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Area Under the Curve

Integrals and Riemann Sums.

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Area Under the Curve and the Fundamental Theorem of Calclulus

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Area Under the Curve


Fill in the following chart:

Word Definition
_________________ Used to calculate the area under a curve. It has many applications in science, including finding distance traveled by an object moving at inconstant speeds.
Fundamental Theorem of Calculus  __________________________________________________________________
_________________ the function whose derivative is the function you want the antiderivative of

Riemann Sums

How do you find the area of a rectangle? ________________________

To find the area under a curve you can fill the curve with many rectangles. As the width of the rectangles decrease, the area becomes more and more exact. In other words, the area under the curve is the limit of the total area of the rectangles as the widths of the rectangles approach zero.

Using rectangles to find the area under a curve is called a Riemann Sum. Riemann Sums can be left, right, or middle depending on which part of the rectangle touches the curve. The figure above uses a right Riemann Sum.

The figure below uses a left Riemann Sum.

Note: If the rectangles are below the y-axis it creates a negative area.


Find the area between the curve and the x-axis:

  1. Curve on the interval x = 1 to x = 3.
  2. Curve = - from = 1 to = 3.
  3. Curve from = -3 to = 3
  4. Approximate the area under \begin{align*}y = 2x - 4\end{align*} on the interval [0,3] using the middle Riemann Sum for y with 6 subintervals.

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Definite Integrals.

Finding the area under a curve by making the width of the rectangles approach zero is called the definite integral

The Definite Integral (The Limit Method)
The area between a curve ) and the -axis over the interval [ ] can be calculated by
\begin{align*}A = \int_{a}^{b} f(x) dx = \lim_{n \rightarrow \infty} \sum_{i = 1}^n f(x_i) \Delta x\end{align*}
\begin{align*}\Delta x = \frac{b - a} {n}\end{align*}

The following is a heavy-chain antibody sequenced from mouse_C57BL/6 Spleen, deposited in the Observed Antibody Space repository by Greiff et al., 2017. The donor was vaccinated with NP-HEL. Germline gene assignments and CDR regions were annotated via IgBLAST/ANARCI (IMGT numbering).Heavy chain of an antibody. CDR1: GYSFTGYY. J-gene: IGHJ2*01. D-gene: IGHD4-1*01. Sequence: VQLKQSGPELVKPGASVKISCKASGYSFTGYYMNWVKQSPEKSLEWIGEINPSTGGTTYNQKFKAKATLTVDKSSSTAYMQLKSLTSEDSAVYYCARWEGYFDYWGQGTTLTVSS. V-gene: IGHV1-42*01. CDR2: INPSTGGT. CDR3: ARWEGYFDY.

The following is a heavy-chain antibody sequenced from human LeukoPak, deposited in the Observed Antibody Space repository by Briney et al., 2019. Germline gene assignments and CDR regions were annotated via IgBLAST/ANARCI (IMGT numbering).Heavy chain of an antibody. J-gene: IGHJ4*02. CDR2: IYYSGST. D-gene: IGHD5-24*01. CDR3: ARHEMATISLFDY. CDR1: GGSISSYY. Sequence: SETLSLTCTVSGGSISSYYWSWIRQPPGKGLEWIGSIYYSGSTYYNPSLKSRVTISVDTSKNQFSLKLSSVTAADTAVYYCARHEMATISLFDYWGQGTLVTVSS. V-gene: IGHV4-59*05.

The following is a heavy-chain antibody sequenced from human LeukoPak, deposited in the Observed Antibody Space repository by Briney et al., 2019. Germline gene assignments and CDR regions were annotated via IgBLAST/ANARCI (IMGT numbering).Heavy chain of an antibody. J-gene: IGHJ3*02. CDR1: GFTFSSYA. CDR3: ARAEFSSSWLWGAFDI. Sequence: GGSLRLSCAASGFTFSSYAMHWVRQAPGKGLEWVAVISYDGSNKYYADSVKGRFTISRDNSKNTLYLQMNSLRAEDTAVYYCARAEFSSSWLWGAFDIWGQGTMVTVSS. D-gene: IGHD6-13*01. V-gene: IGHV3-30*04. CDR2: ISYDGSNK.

is the width of the subintervals.

To find the definite integral, you take the antiderivative, or the opposite of the derivative, of the function.

Definition: The Antiderivative
If ' ( ) = ), then '( ) is said to be the antiderivative of ).

Try to logically think backwards to find the antiderivative, and always check to make sure the derivative of your antiderivative is the function!


Here are some rules for antiderivation:

Rules of Finding the Antiderivatives of Power Functions
  • The Power Rule
\begin{align*}\int x^n dx = \frac{1} {n + 1} x^{n + 1} + C\end{align*}
where is constant of integration and is a rational number not equal to -1.
  • A Constant Multiple of a Function Rule
\begin{align*}\int k x^n dx = k \int x^n dx = k \cdot \frac{1} {n + 1} x^{n + 1} + C\end{align*}
where is a constant.
  • Sum and Difference Rule
\begin{align*}\int [f(x) \pm g(x)] dx = \int f(x) dx \pm \int g(x) dx\end{align*}
  • The Constant rule
\begin{align*}\int k \cdot dx = kx + C\end{align*}
where is a constant. (Notice that this rule comes as a result of the power rule above.)

The Fundamental Theorem of Calculus

The Fundamental Theorem of Calculus
If a function ) is defined over the interval [ ] and if ) is the antidervative of on [ a, ], then
\begin{align*}\int_{a}^{b} f(x) dx = F(x)|^b_a\end{align*}
\begin{align*}= F(b) - F(a)\end{align*}
Using the Fundamental Theorem, evaluate the folloiwng:
  1.  \begin{align*}\int_{1}^{2} x^2 dx =\end{align*}
  2. \begin{align*}\int (4x^4 - x^2 + 3)dx =\end{align*}
  3.  \begin{align*}\int_{1}^{4} \sqrt{x} dx =\end{align*}
  4. \begin{align*}\int_{5}^{7} \frac{dx}{x} =\end{align*}
  5. \begin{align*}\int_{-p}^{\frac{3p}{2}}6sin(x) dx =\end{align*}
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